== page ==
Fgf8b interferes in adipogenic differentiation

We compared the browning potency of Fgf8b to a known, strong browning agent, the PPARγ agonist rosiglitazone. Fgf8b proved similarly effective and to act in a synergistic manner with rosiglitazone as far as UCP1 expression is concerned (Fig. 3A,B). Surprisingly, induction of the well characterized brown and brite adipocyte marker cell death-inducing DNA fragmentation factor alpha like effector A (Cidea), the master regulator of mitochondrial biogenesis PPARγ coactivator 1a (Pgc1a) and the mitochondrial marker citrate synthase (Cs) by rosiglitazone were all suppressed by the Fgf8b treatment (Fig. 3B). These observations seemed incompatible with the synergistic recruitment of brite adipocytes. Several transcripts described as specific brite markers (Tmem26, Tbx1, Cd137) or at least to be associated with brite cell containing fat depots27,28 were, however, increased by Fgf8b similarly to Ucp1.

Figure 3
figure 3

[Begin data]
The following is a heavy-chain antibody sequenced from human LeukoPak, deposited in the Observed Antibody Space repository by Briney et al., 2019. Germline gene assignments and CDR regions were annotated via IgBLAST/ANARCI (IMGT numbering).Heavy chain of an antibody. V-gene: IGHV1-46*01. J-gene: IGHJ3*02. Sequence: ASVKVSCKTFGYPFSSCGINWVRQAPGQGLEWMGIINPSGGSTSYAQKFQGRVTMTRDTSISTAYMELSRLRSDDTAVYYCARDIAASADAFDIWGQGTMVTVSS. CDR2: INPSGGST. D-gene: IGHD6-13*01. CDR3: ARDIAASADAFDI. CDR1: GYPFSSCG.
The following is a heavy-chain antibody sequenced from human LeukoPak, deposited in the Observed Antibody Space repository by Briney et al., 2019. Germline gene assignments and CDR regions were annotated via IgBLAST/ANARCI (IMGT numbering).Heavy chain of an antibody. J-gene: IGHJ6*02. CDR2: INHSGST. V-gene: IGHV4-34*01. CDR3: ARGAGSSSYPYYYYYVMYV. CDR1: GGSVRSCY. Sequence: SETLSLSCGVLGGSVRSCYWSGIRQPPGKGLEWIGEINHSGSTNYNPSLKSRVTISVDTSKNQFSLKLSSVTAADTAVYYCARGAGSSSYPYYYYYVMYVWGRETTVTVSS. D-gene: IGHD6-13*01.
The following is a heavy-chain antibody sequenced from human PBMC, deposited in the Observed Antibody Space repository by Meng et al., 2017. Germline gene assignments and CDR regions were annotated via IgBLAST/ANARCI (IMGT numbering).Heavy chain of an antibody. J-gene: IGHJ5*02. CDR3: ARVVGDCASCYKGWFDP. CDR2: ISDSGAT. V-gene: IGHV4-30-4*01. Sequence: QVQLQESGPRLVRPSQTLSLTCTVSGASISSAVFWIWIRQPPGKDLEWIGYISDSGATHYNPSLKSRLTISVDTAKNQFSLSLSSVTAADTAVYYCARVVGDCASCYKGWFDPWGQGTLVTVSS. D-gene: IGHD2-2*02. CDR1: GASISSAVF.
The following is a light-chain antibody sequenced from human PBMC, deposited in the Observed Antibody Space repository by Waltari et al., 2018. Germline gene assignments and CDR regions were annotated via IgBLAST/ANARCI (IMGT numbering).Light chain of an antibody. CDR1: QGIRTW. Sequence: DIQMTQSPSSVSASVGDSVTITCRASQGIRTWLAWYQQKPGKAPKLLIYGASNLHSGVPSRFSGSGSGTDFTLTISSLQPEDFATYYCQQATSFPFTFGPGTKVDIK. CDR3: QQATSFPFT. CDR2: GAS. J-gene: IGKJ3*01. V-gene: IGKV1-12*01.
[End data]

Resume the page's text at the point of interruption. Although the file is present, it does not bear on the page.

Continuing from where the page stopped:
Gene expression profile of Fgf8b and PPARy agonist treated white adipocytes. White adipocytes were treated with Fgf8b (125 ng/ml) and/or rosiglitazone (20 µM) during differentiation. (A,B) Transcript abundance of genes indicative for brown adipocytes, brite markers, adipogenesis, and FGF signalling (abbreviations below), n = 3–6. Fgf8b treatment leads to significantly different abundance of all transcripts analysed except Tbx1, Slc21a1 and Fgfrs 3 and 4 both in the absence and in the presence of rosiglitazone and except Fgf21 in the presence of rosiglitazone (Holm-Sidak multiple testing). (C) Representative Western Blot detecting terminal adipogenic differentiation markers HSL and perilipin and mitochondrial marker COX4. (D) Quantified, normalized band intensity of proteins detected in (C), n = 3, bars represent mean values ± SD. Stars indicate a significantly different abundance of this transcript as compared to the control. Ucp1, uncoupling protein 1; Cidea, cell death-inducing DNA fragmentation factor alpha-like effector A; Pgc1a, peroxisome proliferator-activated receptor gamma, coactivator 1 alpha; Cs, citrate synthase; Prdm16, PR domain containing 16; Tmem26, Transmembrane protein 26; Tbx1, T-box transcription factor 1; Cd137, cluster of differentiation 137; Hoxc9, homeobox C9; Shox2, Short stature homeobox 2; Slc27a1, Long-chain fatty acid transport protein 1; Pparg, peroxisome proliferator-activated receptor gamma; Fabp4, fatty acid binding protein 4; Hsl, hormone-sensitive lipase; Fasn, fatty Acid Synthase; Pref-1, preadipocyte secreted factor-1; Fgfr, fibroblast growth factor receptor; Klb, klotho beta; Fgf21, fibroblast growth factor 21; HSL, hormone sensitive lipase; PLIN, perilipin; COX4, cytochrome C oxidase subunit 4.